South Korean shipyard workers launch indefinite strike
Around 700 workers from STX Offshore & Shipbuilding’s Jinhae shipyard, in the south-eastern city of Changwon, began an indefinite walkout on Monday against company plans to slash labour costs by 75 percent and the axing of 40 percent of its workforce.
The company restructure is part of a “self-rescue plan” demanded by the company’s shareholders, including the state-run Export-Import Bank of Korea and Korea Development Bank, and the government. Workers were told they had until April 9 to accept the cuts or the company will go into receivership and its shipyards closed.
The union which covers the site claims to oppose the sackings but has indicated it is willing to enforce reductions in wages and benefits. Once the world’s fourth-biggest shipbuilder, STX Offshore & Shipbuilding has been drastically down-sized since 2013 in an attempt stave off escalating economic problems caused, in part, by increased competition from Chinese shipbuilders.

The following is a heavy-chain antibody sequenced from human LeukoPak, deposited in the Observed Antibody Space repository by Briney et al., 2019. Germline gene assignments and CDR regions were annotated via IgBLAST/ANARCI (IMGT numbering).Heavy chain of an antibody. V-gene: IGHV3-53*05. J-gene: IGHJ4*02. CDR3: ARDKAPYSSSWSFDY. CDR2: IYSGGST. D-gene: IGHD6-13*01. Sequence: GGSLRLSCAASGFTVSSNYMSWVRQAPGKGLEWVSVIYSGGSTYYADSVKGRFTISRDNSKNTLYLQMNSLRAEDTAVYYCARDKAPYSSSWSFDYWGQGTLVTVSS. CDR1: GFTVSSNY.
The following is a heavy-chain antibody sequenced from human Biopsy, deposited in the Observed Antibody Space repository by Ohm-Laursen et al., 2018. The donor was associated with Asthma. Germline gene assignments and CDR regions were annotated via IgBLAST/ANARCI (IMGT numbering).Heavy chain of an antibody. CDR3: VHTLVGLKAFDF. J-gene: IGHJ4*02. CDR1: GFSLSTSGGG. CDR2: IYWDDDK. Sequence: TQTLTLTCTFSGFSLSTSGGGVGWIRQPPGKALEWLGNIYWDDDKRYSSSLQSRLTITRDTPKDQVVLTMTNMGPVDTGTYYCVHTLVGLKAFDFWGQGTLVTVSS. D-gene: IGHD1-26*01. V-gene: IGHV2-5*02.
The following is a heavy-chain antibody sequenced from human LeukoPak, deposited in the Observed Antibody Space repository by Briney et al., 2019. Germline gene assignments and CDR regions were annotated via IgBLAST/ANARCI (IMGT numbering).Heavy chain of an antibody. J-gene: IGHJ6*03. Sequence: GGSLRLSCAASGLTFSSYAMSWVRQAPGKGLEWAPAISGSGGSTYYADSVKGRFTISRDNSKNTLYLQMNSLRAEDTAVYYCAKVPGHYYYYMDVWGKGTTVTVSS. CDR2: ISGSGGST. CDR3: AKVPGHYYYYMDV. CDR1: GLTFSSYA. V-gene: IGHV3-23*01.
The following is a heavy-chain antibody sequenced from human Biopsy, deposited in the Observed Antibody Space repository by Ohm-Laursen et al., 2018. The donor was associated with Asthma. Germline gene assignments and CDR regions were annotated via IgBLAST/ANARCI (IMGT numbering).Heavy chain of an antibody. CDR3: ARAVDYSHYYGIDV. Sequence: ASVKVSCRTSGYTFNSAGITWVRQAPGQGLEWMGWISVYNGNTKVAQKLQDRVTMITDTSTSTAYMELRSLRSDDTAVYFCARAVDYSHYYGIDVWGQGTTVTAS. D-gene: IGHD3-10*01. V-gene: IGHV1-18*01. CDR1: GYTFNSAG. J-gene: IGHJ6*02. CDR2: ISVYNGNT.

India: Rural Bank workers in West Bengal strike for three days
Rural Bank workers in West Bengal walked out on strike for three days, starting on March 26, in protest against the government’s plans to privatise the state-owned enterprise. The workers also demanded equal wages and pensions with national bank employees.
The strike was organised by the United Forum of Regional Rural Bank Employees Association, which said 110,000 workers—15,000 casual and 95,000 permanent employees—were involved in the action. The bank has 22,000 branches across the country and is reportedly making large profits.
Indian power workers oppose privatisation